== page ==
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Long IslandEducation

3 Suffolk teens nominated for Presidential Scholars Program

Sofia Gutierrez of West Hempstead High School is

Sofia Gutierrez of West Hempstead High School is one of five Long Island students nominated for the U.S. Presidential Scholars Program. Credit: West Hempstead School District

Five Long Island teens were among 25 statewide last month to be nominated for the U.S. Presidential Scholars Program.

The recognition is considered one of the nation’s highest honors for high school students, with one boy and one girl from each state named Presidential Scholars.

Nominees from Suffolk are Victoria Blydenburgh of Westhampton Beach High School; Siena Gates of Southampton High School; and Epiphany Ramirez of Walt Whitman High School in South Huntington. Nassau nominees are Michael Bailey of Elmont Memorial High School, and Sofia Gutierrez of West Hempstead High School.

“All of these nominees have demonstrated exceptional academic success, artistic excellence or career skills development,” State Education Commissioner MaryEllen Elia said. “They represent the best of New York’s future and show a real drive to make the world a better place.”

The U.S. Department of Education invites students to apply based on SAT or ACT scores, or nominations from chief state school officers or other authorized organizations. Candidates then undergo a rigorous application process and are subsequently evaluated on factors ranging from academic achievement to extracurricular involvements.

About 800 semifinalists will be announced in April, with scholars announced in May. Scholars will receive an expense-paid trip this summer to Washington, and a medallion during a ceremony sponsored by the White House.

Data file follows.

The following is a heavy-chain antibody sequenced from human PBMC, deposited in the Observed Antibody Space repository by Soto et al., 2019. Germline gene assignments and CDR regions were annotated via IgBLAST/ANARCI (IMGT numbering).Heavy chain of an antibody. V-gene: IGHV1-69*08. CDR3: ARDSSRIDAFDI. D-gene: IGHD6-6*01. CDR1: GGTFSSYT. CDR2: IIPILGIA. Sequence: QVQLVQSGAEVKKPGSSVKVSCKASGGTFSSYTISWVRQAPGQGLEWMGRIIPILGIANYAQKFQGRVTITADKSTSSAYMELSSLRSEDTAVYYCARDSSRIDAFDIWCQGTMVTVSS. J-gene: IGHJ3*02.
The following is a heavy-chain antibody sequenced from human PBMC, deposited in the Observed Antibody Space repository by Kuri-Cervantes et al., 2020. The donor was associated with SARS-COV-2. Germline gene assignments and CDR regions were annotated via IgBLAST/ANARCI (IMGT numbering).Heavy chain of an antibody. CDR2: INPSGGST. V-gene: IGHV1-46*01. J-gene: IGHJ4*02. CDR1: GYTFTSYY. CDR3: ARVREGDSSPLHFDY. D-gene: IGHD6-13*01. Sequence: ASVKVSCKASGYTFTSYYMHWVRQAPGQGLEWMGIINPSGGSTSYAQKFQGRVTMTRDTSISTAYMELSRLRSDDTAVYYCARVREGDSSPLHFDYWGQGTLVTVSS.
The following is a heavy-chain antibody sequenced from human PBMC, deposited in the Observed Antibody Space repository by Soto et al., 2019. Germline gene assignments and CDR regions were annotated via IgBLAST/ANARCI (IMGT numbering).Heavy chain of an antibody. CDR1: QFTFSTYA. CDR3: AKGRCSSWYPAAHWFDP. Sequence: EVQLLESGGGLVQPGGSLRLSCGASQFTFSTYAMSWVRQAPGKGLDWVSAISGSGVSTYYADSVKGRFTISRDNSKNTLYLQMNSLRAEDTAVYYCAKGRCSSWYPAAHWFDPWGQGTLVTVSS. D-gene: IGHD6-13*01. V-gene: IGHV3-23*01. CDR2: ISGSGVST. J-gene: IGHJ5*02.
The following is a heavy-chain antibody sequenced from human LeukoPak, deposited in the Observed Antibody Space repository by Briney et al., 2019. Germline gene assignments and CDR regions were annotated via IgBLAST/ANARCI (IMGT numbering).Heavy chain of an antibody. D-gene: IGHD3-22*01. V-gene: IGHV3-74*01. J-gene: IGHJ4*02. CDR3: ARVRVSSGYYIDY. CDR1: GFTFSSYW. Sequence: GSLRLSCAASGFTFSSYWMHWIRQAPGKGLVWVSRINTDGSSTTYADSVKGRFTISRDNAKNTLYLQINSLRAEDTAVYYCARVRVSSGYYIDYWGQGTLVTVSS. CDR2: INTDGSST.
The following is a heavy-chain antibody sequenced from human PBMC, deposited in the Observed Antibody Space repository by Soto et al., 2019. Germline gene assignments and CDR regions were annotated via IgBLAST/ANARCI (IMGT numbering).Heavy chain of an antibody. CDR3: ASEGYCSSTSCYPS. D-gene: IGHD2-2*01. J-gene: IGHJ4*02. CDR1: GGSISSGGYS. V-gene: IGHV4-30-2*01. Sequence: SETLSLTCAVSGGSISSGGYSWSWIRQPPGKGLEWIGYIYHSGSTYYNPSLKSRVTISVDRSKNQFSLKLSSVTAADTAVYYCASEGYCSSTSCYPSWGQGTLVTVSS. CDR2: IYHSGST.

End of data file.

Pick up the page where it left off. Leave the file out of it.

“To be nominated for an award based on who I am and what I’ve been doing is mind-blowing,” said Blydenburgh.


Spirit of Empire

East Islip High School’s mock trial team won the David Post Spirit of Empire Award for showing the highest standards of civility and professionalism at the 2016 Empire World Mock Trial Championship in Brooklyn. The team was the sole winner from Long Island.

The tournament attracted some 700 students from seven nations. This year’s fictional case involved an American accused of conspiring with a terrorist group to plant bombs and carry out a mass shooting.

“Our team is proud and honored to have been chosen by our peers to be the recipients of this award,” East Islip’s mock trial coach Patricia Lester said.


Outdoor area refurbished

Six special-needs students at Eastern Suffolk BOCES’ Harry B. Ward Technical Center recently used their classroom skills to rebuild and refurbish an outdoor area that was designated to be torn down. The work was designed to help the teens gain experience needed for entry-level employment.

The project consisted of replacing an old wall bordering the 60-foot area, installing and painting siding and landscaping and constructing a walkway. The pupils also recently began installing a wood deck.

“This favorite spot is now back in use and better than ever,” said facilities maintenance teacher Arthur Pagano.


‘Hour of Code’

Many local students learned the basics of computer programming last month as part of the nonprofit’s “Hour of Code,” a national campaign meant to spur interest in the growing field.

In Greenlawn, Oldfield Middle School stretched the event into the school’s first weeklong celebration, from Dec. 5-9. “Doing the program and exposing them to these skills is a nice thing for them to prepare for possible future career choices,” Oldfield librarian Judy Boshnack said.

In Bohemia and Ronkonkoma, students at Edward J. Bosti and Helen B. Duffield elementary schools learned coding techniques by inputting commands to manipulate characters in educational games themed around Star Wars and Minecraft.

In West Babylon, students at Forest Avenue Elementary School were taught basic coding skills, played games using code and learned that “anyone can code,” school officials said.

— Michael R. Ebert

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